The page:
HALF A CENTURY WITH
Southwest Manuscripters was the bright offspring of the fading Los Angeles
Manuscripters born early in the 20th Century. In the fall of 1949, Hermosans
Ramoncita O'Connor, Zella Allison, Kay Snow and Walt Darby founded the new
group whose combined years make it the longest-active writers organization west
of the Rockies. I came aboard a month later, in time to hear the fabulous first
speaker, Ray Bradbury, tell of his newly minted Martian Chronicles.
Mona O'Connor, the first president, was no feminist; she bowed hastily to
the group vote for Sam Stewart, balladeer and editor of The Daily Breeze, and
succeeding male presidents including science fiction writers Mark Clifton,
Raymond Banks and Maurice Ogden. Men prevailed during those early years
while women rounded up the speakers and cookies and coffee each meeting.
Clark Stadium in a frequently fog-filled valley in Hermosa was the meeting place
for several decades.
While never spending a penny, Southwest Manuscripters induced top-notch
writers to come and talk. Rod Serling, Adela Rogers St. John, Frank Riley,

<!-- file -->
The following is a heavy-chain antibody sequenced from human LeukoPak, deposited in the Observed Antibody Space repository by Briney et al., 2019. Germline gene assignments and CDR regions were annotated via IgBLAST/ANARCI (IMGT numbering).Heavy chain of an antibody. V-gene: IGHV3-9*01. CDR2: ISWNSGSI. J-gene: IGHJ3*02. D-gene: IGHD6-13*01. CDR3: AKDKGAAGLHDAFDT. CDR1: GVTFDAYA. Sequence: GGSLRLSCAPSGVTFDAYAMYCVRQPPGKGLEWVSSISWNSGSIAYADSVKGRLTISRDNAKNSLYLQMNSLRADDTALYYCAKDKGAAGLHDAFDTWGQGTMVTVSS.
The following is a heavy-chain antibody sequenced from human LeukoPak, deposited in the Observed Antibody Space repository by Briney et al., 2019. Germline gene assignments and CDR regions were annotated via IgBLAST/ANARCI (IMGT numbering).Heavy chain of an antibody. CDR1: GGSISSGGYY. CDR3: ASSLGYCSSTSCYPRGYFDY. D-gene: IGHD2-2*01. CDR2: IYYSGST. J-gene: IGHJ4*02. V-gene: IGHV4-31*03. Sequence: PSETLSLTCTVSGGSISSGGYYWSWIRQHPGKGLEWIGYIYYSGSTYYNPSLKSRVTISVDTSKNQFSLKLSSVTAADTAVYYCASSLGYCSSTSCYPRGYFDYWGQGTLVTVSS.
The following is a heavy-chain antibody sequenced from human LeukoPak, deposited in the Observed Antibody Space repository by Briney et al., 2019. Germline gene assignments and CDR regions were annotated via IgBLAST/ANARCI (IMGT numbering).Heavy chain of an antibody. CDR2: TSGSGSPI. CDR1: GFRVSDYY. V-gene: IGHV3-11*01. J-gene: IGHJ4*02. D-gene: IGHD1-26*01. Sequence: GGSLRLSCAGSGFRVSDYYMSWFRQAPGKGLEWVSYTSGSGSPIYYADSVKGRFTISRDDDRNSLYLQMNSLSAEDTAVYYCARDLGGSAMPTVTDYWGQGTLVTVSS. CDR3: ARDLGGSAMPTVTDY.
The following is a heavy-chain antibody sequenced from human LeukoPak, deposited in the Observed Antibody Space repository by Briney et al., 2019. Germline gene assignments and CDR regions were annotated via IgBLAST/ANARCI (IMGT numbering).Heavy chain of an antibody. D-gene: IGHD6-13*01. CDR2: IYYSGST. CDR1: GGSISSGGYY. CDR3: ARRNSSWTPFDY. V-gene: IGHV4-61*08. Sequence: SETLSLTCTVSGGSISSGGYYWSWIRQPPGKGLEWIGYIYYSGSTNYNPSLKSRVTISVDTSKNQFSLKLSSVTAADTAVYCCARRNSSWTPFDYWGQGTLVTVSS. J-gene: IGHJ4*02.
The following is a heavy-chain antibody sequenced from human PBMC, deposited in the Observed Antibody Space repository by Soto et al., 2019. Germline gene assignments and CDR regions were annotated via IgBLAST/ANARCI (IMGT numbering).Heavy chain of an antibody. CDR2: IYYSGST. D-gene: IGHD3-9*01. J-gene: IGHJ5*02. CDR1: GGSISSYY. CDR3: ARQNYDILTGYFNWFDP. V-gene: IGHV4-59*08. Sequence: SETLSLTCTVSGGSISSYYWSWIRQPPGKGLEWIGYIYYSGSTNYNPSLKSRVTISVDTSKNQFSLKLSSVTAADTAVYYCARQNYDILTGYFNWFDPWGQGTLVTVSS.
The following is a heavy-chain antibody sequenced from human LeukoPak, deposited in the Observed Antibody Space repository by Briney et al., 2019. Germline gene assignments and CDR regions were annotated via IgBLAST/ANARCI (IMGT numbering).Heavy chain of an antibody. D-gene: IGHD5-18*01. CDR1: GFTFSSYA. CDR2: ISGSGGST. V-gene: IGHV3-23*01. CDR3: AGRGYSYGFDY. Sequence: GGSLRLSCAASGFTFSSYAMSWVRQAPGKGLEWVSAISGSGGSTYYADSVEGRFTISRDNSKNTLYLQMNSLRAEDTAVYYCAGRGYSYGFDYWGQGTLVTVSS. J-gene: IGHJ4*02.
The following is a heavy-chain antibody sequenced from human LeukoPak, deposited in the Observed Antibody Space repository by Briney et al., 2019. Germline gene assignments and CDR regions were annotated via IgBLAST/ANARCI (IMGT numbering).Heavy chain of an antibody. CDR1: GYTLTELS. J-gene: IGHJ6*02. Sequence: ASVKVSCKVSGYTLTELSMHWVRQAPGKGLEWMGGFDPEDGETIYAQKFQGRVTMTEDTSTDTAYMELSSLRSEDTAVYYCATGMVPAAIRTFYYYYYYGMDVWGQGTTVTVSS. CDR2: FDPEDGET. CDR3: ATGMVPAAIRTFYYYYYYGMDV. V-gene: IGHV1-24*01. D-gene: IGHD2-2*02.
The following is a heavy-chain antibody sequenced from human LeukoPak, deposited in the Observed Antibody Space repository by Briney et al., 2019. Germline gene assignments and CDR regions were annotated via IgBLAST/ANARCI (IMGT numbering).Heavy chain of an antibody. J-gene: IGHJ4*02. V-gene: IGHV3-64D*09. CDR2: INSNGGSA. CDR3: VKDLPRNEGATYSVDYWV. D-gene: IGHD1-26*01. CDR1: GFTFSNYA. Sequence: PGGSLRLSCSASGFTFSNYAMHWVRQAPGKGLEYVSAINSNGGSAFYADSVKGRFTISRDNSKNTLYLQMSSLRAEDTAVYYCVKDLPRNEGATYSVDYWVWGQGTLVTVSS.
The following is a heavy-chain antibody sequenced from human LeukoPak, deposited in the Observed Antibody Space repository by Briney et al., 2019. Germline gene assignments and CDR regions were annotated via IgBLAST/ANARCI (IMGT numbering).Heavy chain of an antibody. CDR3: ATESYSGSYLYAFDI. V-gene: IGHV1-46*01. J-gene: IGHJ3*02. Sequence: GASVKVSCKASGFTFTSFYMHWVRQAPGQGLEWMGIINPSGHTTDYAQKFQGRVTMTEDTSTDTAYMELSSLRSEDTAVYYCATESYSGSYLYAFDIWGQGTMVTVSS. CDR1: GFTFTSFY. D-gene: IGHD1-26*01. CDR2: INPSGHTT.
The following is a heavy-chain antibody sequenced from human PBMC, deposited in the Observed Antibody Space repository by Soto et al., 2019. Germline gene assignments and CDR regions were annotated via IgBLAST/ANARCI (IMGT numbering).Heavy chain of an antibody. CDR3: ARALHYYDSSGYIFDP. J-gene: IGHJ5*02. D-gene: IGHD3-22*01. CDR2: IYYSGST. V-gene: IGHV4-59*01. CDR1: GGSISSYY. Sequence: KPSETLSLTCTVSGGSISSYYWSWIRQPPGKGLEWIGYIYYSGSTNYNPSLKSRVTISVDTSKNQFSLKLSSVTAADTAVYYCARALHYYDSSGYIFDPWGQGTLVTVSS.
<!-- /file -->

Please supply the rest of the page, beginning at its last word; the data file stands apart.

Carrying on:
Hannibal Coons and many other popular fiction and non-fiction writers came.
Before the Love Boat was launched into its two-generation career, SWM presented
the author. Linda Bloodworth, of later TV and Clinton fame, told members of her
first break as a screenwriter.
And every year we could snag him, Ray Bradbury came back.
Careers began and were helped along in Manuscripters. When first class
postage was just three cents, many of us, inspired by the monthly sales reports of
fellow members, submitted our early efforts and gained a foothold. Jimmie Butler
presided while he wrote best-selling hi-tech novels. Dave Kenny wrote humor and
whimsy while wielding the gavel. When the ladies finally left the kitchen for the
presidency, Wanda Smith and Rustie Brown and Ellen Doukoulas were all
productive writers. My own sales were scattered shots through magazine-dom, but
I got my book momentum through my membership. SWM was the seed for local
writing courses long before college extension courses made such study available.
- Edith Battles